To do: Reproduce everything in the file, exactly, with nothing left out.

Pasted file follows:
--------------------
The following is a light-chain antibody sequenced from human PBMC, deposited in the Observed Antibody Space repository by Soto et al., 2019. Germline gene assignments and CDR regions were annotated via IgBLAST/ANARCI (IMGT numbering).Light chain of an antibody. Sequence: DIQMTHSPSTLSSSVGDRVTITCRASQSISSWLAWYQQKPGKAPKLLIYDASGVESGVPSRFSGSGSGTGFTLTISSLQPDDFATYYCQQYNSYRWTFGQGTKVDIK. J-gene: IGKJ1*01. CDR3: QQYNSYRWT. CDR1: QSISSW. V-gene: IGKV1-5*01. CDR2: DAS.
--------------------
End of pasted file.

The following is a light-chain antibody sequenced from human PBMC, deposited in the Observed Antibody Space repository by Soto et al., 2019. Germline gene assignments and CDR regions were annotated via IgBLAST/ANARCI (IMGT numbering).Light chain of an antibody. Sequence: DIQMTHSPSTLSSSVGDRVTITCRASQSISSWLAWYQQKPGKAPKLLIYDASGVESGVPSRFSGSGSGTGFTLTISSLQPDDFATYYCQQYNSYRWTFGQGTKVDIK. J-gene: IGKJ1*01. CDR3: QQYNSYRWT. CDR1: QSISSW. V-gene: IGKV1-5*01. CDR2: DAS.